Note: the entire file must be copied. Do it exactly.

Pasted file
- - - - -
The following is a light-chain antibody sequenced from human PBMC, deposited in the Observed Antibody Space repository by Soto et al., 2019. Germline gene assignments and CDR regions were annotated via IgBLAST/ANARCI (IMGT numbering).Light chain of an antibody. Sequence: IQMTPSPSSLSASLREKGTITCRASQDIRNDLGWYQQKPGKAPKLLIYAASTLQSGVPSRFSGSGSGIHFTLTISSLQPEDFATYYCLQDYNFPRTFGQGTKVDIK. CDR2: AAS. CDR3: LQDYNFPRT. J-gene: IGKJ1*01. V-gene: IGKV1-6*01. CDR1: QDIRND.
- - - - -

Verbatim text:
The following is a light-chain antibody sequenced from human PBMC, deposited in the Observed Antibody Space repository by Soto et al., 2019. Germline gene assignments and CDR regions were annotated via IgBLAST/ANARCI (IMGT numbering).Light chain of an antibody. Sequence: IQMTPSPSSLSASLREKGTITCRASQDIRNDLGWYQQKPGKAPKLLIYAASTLQSGVPSRFSGSGSGIHFTLTISSLQPEDFATYYCLQDYNFPRTFGQGTKVDIK. CDR2: AAS. CDR3: LQDYNFPRT. J-gene: IGKJ1*01. V-gene: IGKV1-6*01. CDR1: QDIRND.